It’s not just South Carolina that should worry about its prosperity if the National Labor Relations Board’s extreme move against Boeing is upheld. Any states with heavily unionized industrial sectors will find it more difficult to attract new companies.
The Detroit News makes that important point in its editorial today, “Rein in the NLRB: Newly aggressive federal labor agency’s stances illustrate a hostile attitude toward business”:
If the NLRB complaint is upheld in the courts, it will ultimately damage not only the firms that will then be held hostage to their unions, but all heavily unionized states such as Michigan.
What new firm would invest in Michigan knowing that its union could then block its expansion to a less unionized state such as Tennessee or Alabama? The better course would be to start a new firm in a right-to-work state from the beginning.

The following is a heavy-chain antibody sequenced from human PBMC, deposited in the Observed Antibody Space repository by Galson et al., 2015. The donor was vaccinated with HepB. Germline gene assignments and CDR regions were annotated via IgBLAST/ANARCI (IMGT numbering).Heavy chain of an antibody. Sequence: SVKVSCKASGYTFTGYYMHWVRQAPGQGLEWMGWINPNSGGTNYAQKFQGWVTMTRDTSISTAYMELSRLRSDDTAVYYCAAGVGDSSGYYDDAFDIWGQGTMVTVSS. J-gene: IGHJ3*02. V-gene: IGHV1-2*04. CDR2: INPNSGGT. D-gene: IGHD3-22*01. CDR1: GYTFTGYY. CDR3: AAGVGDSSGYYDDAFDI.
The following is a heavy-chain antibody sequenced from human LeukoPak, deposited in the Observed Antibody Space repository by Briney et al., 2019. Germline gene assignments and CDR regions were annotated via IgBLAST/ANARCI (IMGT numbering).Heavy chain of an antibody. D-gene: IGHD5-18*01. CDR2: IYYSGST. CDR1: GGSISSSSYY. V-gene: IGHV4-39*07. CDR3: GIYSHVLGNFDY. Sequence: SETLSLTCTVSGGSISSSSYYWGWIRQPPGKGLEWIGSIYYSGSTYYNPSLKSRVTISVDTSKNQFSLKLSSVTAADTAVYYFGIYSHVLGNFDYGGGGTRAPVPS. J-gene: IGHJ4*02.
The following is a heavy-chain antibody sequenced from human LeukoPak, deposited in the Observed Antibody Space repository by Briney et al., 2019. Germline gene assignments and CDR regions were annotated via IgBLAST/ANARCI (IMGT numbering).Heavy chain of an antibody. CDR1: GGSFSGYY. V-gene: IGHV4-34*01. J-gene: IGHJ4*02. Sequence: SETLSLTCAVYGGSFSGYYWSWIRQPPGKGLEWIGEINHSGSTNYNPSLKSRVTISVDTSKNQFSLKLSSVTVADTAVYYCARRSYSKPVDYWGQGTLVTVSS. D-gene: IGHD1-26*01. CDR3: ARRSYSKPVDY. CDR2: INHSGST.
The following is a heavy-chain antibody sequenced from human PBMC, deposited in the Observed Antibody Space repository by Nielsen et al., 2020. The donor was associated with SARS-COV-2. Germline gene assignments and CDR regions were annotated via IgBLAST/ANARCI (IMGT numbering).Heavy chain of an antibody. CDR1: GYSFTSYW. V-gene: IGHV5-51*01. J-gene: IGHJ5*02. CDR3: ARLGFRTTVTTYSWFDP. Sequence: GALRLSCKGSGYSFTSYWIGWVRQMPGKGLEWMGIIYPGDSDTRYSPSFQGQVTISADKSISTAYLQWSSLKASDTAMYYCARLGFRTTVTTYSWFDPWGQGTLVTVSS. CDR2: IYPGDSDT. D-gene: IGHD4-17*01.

This move by the NLRB is part of its new, more aggressive tactics, including suits against Arizona and South Dakota seeking to strike down state constitutional amendments that guarantee workers secret ballots in unionization elections.
The News also calls for action on Capitol Hill.
President Barack Obama has made conciliatory sounds seeking to reassure business, but the actions of the NLRB illustrate the real face of his administration. Congress ought to hold hearings on reining in the NLRB.
In February Rep. Tom Price (R-GA) sponsored an amendment to H.R. 1, the continuing resolution, to defund the NLRB, but it failed 176-250. With the spending bill now law, political leverage against the board declines.
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